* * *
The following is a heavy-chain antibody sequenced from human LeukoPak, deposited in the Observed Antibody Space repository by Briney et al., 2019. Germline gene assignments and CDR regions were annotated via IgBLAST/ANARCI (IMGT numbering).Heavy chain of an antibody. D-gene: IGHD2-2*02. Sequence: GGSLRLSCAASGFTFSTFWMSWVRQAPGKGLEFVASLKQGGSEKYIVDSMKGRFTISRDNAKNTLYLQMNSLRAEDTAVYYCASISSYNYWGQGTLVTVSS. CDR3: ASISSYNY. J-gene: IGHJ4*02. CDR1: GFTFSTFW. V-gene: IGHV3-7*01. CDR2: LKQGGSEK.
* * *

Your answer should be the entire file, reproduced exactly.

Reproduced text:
The following is a heavy-chain antibody sequenced from human LeukoPak, deposited in the Observed Antibody Space repository by Briney et al., 2019. Germline gene assignments and CDR regions were annotated via IgBLAST/ANARCI (IMGT numbering).Heavy chain of an antibody. D-gene: IGHD2-2*02. Sequence: GGSLRLSCAASGFTFSTFWMSWVRQAPGKGLEFVASLKQGGSEKYIVDSMKGRFTISRDNAKNTLYLQMNSLRAEDTAVYYCASISSYNYWGQGTLVTVSS. CDR3: ASISSYNY. J-gene: IGHJ4*02. CDR1: GFTFSTFW. V-gene: IGHV3-7*01. CDR2: LKQGGSEK.